I don't remember much about the series, just that there are two books, the main character is some form of halfling if I remember correctly. He's an archer, and quite good at it. They travel all over a continent, and there's a final battle in a huge area called Hell's Basin or something similar. I read it a few years ago and suddenly got the urge to read it again.
Maybe Dennis McKiernan's "Hel's Crucible" duology, "Into the Forge" and "Into the Fire"? From Amazon
Finally, the story of the Great War of the Ban is told! Two young wanderers are given a small copper coin by a dying human, who tells them to deliver it "East to Agron" and "warn all," but dies before explaining who they are to deliver it to, and what they are to warn them of. Making matters worse, in order to deliver the message, the pair must pass through a war in the East between the Black Mage Modru and the alliance of free folk opposing him, and end up being drawn into events which threaten to overwhelm them, save for the coin which has much more significance than anyone could imagine!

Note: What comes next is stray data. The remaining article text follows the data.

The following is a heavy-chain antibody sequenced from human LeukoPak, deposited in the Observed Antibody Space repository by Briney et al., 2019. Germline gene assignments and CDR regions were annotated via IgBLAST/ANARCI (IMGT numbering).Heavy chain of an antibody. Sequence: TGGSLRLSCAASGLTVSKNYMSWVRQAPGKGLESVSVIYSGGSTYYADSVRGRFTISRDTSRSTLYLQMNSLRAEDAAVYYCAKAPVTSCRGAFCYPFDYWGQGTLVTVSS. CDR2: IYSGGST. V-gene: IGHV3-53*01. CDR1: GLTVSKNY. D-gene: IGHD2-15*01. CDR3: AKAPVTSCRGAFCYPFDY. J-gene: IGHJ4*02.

Tipperton and Beau, having delivered a mysterious coin to the reclusive King Agron, discover that the coin was actually a plea for help from King Blaine for aid in the Great War of the Ban. But despite their deeds so far, the two adventurers are still not free from duty. Tip burns to avenge the death of his lady-love, fallen in battle, and Beau the healer cannot ignore the suffering of those around him. So they join the fight, leading Agron's army into the lands of their enemy, the Black Mage Modru, carrying with them an ancient prophecy of victory....
He also wrote the "Iron Tower" trilogy and the sequel "Silver Call" duology. These books have been repackaged several times, including all in one omnibuses so the actual number of books can be a little vague. His "hobbits" are called warrows. Interestingly enough, the STRONG Lord of the Rings ties in his books came from "The Silver Call" which is basically a pastiche describing dwarves (with some Samwise Gamgee descendants) retaking Moria. So that initial homage roots his stuff into LOTR, which he then tries to get away from as much as possible in all the rest of it. Warrows are infamous for their archery, you can see one with a bow in the first book cover.
You may be thinking of Binabik in the Memory, Sorrow, & Thorn series. It has been a while since I read the series, but he fits the description.